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Risking, Fast and Slow

There are two kinds of risks in investing and in life—fast risk and slow risk.

Fast risk is the stuff that makes headlines. It’s the things that we are warned about everyday:

Don’t drive without a seatbelt.

Don’t cheat on your spouse.

Don’t use too much leverage.

The reason for this is simple—the consequences of fast risk are immediate and usually devastating. You get severely injured. You get divorced. You go broke. There’s a hard break between how your life was before and after the fast risk materialized.

But then there’s slow risk. Slow risk is the accumulation of bad decisions that eventually leads to an unwanted outcome. It’s developing heart disease after decades of improper eating. It’s getting divorced after neglecting your spouse for years. It’s sitting in cash while you wait to buy the dip.

With slow risk, there’s no single event that you can point to and say, “Here’s where I went wrong.” No. It’s the cumulative effect of your improper decision-making that leads you astray.

The simplest analogy to differentiate between fast risk and slow risk is heroin vs. cigarettes. Heroin is fast risk. Cigarettes are slow risk. Heroin tends to kill people quickly (especially in the event of an overdose), while cigarettes tend to kill people slowly.

If you look at cigarette sales and lung cancer deaths in the United States over time, you will see what I mean:

The 25 year lag between the two data series suggests that, on average, it takes roughly 25 years of smoking to develop fatal lung cancer. It’s no single cigarette that causes the cancer. It’s all of them that do.

Unfortunately, most of the time when people talk about risk, they are talking about fast risk. Why? Because we evolved to avoid fast risk. We evolved to assume that the rustle in the grass behind us was a predator rather than nothing at all. If you didn’t make this assumption, you probably wouldn’t have passed on your genes. Case closed.

In the ancestral environment the bias against fast risk was helpful. But for investors today, it can sometimes do more harm than good. Because a bias against fast risk means a bias against the very assets that we need to help us build wealth in the long run. Nowhere is this more evident than when examining the risk characteristics of different asset classes over time.

For example, stocks have lots of fast risk, but little slow risk. The S&P 500 could drop 20% tomorrow, but 30 years from now it’s likely to be much higher than it is today. On the other hand, cash has lots of slow risk, but little fast risk. Next year your dollar should be worth about the same as it is worth today. But 30 years from now? Not so much.

You can see this more clearly by looking at the probability of cash and the S&P 500 being down by 5% or more (in real terms) over different time horizons throughout history. As you can see in the chart below, while cash is unlikely to be down more than 5% in the short run, over longer time periods it has trouble sustaining its purchasing power. The opposite is true for the S&P 500 which often loses value in the short run, but usually doesn’t lose value over longer time periods:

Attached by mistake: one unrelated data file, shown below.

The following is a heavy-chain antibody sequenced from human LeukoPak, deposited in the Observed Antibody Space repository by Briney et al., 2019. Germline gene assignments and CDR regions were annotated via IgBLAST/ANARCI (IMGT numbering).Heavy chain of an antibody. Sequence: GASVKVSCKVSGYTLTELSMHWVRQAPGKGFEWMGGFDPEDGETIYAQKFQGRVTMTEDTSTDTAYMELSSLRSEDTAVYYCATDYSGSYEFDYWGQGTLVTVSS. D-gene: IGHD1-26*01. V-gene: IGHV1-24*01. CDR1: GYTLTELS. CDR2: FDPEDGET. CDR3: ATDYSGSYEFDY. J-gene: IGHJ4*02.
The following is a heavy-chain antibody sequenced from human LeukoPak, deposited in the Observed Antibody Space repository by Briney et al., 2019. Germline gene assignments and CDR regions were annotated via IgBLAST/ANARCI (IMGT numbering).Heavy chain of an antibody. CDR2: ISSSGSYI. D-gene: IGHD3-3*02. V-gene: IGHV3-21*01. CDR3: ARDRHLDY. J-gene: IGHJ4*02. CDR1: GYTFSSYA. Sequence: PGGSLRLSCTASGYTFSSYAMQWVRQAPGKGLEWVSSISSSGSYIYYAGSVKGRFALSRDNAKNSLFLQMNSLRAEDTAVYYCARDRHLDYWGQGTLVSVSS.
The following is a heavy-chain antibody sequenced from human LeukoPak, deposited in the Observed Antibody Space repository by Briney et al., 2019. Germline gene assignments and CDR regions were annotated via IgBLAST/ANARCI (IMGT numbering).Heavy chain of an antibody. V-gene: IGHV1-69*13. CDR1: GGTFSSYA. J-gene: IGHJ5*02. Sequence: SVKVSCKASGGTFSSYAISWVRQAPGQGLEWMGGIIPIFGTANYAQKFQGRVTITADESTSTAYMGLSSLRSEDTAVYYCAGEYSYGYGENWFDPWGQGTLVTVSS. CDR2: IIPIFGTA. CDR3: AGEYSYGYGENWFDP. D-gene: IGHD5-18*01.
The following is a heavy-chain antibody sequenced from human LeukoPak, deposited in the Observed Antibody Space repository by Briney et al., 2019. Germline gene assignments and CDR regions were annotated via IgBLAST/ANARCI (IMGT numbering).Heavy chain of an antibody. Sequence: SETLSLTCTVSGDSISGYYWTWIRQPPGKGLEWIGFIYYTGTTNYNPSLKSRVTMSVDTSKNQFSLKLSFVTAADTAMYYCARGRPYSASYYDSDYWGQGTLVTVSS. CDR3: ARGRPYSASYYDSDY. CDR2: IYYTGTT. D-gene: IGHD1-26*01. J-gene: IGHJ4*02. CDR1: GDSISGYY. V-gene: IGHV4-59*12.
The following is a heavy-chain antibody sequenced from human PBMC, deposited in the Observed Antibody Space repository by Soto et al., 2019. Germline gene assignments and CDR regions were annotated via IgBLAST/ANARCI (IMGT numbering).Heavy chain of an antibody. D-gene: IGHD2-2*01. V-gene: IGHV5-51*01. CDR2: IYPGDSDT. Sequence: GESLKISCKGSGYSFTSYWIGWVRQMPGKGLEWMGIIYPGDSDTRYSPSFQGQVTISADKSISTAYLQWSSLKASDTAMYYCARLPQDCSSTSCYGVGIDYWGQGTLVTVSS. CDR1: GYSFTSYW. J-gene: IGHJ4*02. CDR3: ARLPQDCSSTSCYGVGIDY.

What this chart shows is that, over every 1 month period in the data, there is an 11% chance that the S&P 500 will be down by 5% or more (in real terms) and a near 0% chance that cash will be down by 5% or more (in real terms). Over every 12-month period these numbers are 22% for the S&P 500 and 6% for cash, and so forth.

As you can see, as your time horizon increases the risk of losing money in stocks decreases and the risk of losing money in cash increases. My estimates for cash are conservative as well since I assumed the cash was invested in 1-month Treasury Bills. Had you kept the cash under your mattress, the numbers would have been far, far worse.

Either way, the chart above illustrates the difference between fast risk and slow risk and how that transition depends on time. As Peter L. Bernstein noted in Against the Gods:

Risk and time are opposite sides of the same coin, for if there were no tomorrow there would be no risk.

This is why cash isn’t really a risk-free asset but more of a fast risk-free asset. Cash still has plenty of risk, but it is of the slow variety.

I mention this point because, as investors, we tend to spend most of our time focusing on fast risk without thinking as much about slow risk. I understand why. Slow risk doesn’t make headlines. Every time a hedge fund blows up you will probably hear about it. But you never hear about the person who sat in cash for 20 years because they were too afraid to get invested. Both are equally devastating, but one seems less spectacular than the other.

So my challenge to you today is to ask yourself whether you are minimizing fast risk at the expense of slow risk. Are there parts of your portfolio (or your life) where you are taking more slow risk than you realize? Are you making suboptimal decisions that may come to one day haunt you? There’s nothing wrong with trading fast risk for slow risk as long as you know that you are doing it.

But lots of people don’t realize that they are making this tradeoff. They don’t realize the error of their ways until it is too late. As I have written before, what’s hard to notice in the short run becomes impossible to ignore in the long run.

Until then, happy investing and thank you for reading!

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This is post 265. Any code I have related to this post can be found here with the same numbering: https://github.com/nmaggiulli/of-dollars-and-data


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